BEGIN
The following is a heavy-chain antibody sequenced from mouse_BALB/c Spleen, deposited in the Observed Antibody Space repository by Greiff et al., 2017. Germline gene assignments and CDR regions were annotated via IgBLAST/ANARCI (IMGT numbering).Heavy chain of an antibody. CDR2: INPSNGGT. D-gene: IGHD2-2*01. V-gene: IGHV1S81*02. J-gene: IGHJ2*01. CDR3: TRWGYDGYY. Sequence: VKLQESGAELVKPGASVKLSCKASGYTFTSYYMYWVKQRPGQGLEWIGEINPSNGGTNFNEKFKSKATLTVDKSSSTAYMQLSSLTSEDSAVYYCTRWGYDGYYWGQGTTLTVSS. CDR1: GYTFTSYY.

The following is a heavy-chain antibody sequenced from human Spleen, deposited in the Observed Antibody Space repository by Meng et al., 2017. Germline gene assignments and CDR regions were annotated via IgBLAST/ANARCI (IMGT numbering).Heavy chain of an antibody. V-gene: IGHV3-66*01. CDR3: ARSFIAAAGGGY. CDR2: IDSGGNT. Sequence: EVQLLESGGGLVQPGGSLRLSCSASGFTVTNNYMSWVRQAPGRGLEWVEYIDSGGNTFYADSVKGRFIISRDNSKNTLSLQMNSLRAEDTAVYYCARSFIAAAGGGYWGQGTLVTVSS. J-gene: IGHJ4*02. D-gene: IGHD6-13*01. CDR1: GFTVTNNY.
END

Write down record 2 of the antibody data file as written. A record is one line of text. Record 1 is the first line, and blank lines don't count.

The following is a heavy-chain antibody sequenced from human Spleen, deposited in the Observed Antibody Space repository by Meng et al., 2017. Germline gene assignments and CDR regions were annotated via IgBLAST/ANARCI (IMGT numbering).Heavy chain of an antibody. V-gene: IGHV3-66*01. CDR3: ARSFIAAAGGGY. CDR2: IDSGGNT. Sequence: EVQLLESGGGLVQPGGSLRLSCSASGFTVTNNYMSWVRQAPGRGLEWVEYIDSGGNTFYADSVKGRFIISRDNSKNTLSLQMNSLRAEDTAVYYCARSFIAAAGGGYWGQGTLVTVSS. J-gene: IGHJ4*02. D-gene: IGHD6-13*01. CDR1: GFTVTNNY.